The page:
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Essays, Sketches and Illustrations of bygone Sussex

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214
BYGONE SUSSEX.
DESCRIPTION OF TUNBRIDGE,
In a Letter to P.M., Esq.
Dear Peter whose friendship I value much more Than bards their own verses, or misers their store, Your books, and your bus'ness, and ev'ry thing else Lay aside for a while, and come to the Wells : The country so pleasant! the weather so fine! A world of fair ladies, and delicate wine ! The proposal, I fancy, you'll hardly reject, Then hear, if you come, what you first may expect.
Some eight or nine miles off we send to you greeting Barbers, dippers, and so forth to give you the meeting. As soon as they spy you each pulls off his hat, " Does your honour want this ? Does your honour want that ? " Thus being a stranger, by this apparatus You may see our good manners before you come at us. Now this in your custom's to get the first footing, A trick, please your honour, which here we call Tooting."*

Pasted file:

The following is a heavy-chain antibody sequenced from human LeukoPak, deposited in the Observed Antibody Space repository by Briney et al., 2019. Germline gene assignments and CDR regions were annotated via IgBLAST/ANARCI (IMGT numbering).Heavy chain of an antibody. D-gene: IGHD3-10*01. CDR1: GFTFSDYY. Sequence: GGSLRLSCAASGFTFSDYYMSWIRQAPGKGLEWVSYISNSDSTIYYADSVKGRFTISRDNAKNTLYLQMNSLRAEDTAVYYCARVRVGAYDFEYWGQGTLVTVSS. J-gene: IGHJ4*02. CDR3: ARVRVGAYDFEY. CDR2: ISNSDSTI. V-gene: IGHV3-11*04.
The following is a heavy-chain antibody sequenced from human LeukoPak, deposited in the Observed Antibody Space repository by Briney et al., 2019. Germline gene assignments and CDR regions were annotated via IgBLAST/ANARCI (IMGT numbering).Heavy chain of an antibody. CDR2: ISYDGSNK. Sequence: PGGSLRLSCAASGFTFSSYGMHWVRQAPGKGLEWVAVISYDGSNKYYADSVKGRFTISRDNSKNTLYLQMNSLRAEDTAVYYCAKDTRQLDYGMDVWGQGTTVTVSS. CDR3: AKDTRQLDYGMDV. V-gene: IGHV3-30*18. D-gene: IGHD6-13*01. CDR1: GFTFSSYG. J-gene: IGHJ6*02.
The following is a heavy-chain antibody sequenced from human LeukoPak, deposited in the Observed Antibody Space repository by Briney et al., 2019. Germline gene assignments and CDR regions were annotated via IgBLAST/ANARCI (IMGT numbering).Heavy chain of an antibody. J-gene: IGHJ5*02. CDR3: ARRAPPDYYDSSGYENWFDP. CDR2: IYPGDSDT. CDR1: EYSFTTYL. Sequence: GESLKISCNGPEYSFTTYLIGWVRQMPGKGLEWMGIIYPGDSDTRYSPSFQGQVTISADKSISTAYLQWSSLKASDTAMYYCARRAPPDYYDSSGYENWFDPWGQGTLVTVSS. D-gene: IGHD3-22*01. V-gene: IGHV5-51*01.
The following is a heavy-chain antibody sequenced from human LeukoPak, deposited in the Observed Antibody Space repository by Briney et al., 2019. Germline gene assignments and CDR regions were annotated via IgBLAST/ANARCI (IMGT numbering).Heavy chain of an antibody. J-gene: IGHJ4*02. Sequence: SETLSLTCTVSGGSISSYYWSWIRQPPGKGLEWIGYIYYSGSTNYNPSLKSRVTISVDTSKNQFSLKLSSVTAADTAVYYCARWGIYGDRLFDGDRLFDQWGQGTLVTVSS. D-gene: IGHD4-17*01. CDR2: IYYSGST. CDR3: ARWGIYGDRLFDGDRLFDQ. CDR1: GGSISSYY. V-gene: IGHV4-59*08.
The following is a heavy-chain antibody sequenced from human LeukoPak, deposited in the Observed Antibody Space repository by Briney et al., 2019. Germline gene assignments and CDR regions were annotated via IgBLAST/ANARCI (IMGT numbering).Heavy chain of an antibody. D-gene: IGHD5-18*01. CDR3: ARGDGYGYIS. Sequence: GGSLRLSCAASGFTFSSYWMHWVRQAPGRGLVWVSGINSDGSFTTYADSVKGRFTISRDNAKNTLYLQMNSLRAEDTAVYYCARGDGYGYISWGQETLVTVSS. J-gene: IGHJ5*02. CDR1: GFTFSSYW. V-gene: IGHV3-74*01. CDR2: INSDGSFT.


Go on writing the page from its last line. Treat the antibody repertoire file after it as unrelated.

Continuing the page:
Conducted by these civil gem'men to town, You put up your horse at—for rhyme's sake, the Crown : My landland bids welcome, and gives you his word For the best entertainment his house can afford. You taste which is better, his white or his red, Bespeak a good supper, good room, and good bed; In short, just as travellers do when they light, So fill up the stanza, I wish you " Good-Night!"
But when ruddy Phoebus next morning appears, And with his bright beams our glad hemisphere cheers, You rise, dress, get shav'd,— then away to the Walks, The pride of the place, of which ev'ry one talks!
* A Provincial word, which signifies prying, searching narrowly.
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